The fact is that the FA have got this wrong - the charge should have been bringing the game into disrepute - because it seems they have used the "abusive, indecent or insulting words or behaviour" charge they have rightly or wrongly left themselves open to charges of favouritism or bias.

    When coaches are seen swearing at the fourth official, when players are now seen swearing either at the referee or walking away from the referee, the same charge should be applied - Rooney is not charged with swearing into the camera - which a disrepute charge could have stated, it is the generic language which is seen by anyone who can lip-read which is his crime.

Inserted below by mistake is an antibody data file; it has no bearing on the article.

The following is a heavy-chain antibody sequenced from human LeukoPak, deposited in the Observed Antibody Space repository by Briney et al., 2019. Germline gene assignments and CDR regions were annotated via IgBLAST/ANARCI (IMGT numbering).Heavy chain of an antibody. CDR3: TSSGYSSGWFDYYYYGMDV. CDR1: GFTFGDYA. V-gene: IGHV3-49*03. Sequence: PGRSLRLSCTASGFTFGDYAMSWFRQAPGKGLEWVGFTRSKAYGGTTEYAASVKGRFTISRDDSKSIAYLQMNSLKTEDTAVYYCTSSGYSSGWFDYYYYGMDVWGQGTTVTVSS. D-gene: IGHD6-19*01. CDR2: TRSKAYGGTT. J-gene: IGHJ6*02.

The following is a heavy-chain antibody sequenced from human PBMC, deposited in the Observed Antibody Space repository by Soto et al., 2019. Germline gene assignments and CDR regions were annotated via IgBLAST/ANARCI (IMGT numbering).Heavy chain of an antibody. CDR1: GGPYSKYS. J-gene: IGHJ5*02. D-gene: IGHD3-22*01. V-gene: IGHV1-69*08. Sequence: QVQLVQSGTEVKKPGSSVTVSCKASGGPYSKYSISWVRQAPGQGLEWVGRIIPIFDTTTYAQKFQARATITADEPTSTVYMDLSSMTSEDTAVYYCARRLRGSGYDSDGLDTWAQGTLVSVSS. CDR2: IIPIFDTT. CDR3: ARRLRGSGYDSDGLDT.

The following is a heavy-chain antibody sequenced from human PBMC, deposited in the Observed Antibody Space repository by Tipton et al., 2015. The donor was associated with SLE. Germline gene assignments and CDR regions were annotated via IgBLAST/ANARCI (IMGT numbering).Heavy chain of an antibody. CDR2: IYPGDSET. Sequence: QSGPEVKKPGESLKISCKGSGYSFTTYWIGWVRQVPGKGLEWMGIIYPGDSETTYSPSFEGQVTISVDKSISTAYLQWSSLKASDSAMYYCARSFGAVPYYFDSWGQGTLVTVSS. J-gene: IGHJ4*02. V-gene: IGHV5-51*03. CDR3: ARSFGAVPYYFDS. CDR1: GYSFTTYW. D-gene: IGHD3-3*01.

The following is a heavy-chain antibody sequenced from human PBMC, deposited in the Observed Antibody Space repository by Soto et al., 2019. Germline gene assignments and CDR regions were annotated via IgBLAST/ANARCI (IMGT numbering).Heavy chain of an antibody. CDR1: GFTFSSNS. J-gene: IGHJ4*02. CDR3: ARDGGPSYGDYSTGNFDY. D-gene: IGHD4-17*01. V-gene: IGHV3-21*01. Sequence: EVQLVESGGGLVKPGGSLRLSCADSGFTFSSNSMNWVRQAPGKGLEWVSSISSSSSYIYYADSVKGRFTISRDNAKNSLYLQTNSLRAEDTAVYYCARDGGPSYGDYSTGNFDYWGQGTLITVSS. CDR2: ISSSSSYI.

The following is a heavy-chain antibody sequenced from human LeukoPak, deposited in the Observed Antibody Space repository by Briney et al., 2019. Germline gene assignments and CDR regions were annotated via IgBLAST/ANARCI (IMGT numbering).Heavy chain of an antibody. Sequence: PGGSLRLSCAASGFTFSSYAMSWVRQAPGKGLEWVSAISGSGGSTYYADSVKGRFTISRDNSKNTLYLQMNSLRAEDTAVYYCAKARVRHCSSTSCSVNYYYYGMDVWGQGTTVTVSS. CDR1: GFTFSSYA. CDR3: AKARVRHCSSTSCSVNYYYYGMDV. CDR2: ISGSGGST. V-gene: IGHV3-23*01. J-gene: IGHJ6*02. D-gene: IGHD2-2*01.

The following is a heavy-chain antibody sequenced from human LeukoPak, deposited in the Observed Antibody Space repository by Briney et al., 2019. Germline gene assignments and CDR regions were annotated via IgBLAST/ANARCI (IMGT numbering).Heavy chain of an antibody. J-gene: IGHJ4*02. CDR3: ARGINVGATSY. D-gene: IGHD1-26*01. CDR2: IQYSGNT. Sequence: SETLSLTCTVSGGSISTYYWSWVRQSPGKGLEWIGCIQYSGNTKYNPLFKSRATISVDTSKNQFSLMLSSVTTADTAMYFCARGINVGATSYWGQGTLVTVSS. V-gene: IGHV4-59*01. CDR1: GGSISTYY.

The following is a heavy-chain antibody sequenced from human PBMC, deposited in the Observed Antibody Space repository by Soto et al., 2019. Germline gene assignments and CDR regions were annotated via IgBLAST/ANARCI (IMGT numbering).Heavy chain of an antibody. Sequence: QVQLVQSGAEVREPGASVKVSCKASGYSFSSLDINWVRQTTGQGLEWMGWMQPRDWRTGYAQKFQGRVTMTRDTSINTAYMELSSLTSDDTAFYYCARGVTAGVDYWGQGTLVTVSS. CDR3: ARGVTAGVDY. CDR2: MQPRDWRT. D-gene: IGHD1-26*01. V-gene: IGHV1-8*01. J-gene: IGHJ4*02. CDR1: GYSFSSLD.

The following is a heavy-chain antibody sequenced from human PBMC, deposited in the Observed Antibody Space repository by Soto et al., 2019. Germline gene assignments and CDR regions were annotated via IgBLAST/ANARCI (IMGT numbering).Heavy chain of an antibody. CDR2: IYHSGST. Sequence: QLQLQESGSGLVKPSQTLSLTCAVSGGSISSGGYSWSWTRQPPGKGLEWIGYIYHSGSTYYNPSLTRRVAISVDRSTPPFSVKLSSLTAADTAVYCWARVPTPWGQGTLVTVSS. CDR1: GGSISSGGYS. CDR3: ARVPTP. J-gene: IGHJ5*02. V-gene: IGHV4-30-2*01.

I don't agree with what he did but I also don't agree that the charge is correct, and if the charge isn't correct then the punishment isn't. A crime is a crime if committed and policed correctly, as someone pointed out previously you can't ignore previous episodes waiting to punish the 'big name'

  • Comment number 24.

    If the tickets don't sell, then they'll have to reduce the price. I'd wait for a price reduction.
    I'd love to see the tickets available in exchange for grocery loyalty points.
    Alternatively, 2.4.1, in the 99p Shop.
    The Olympics should never have come to GB, we're just not a world player anymore.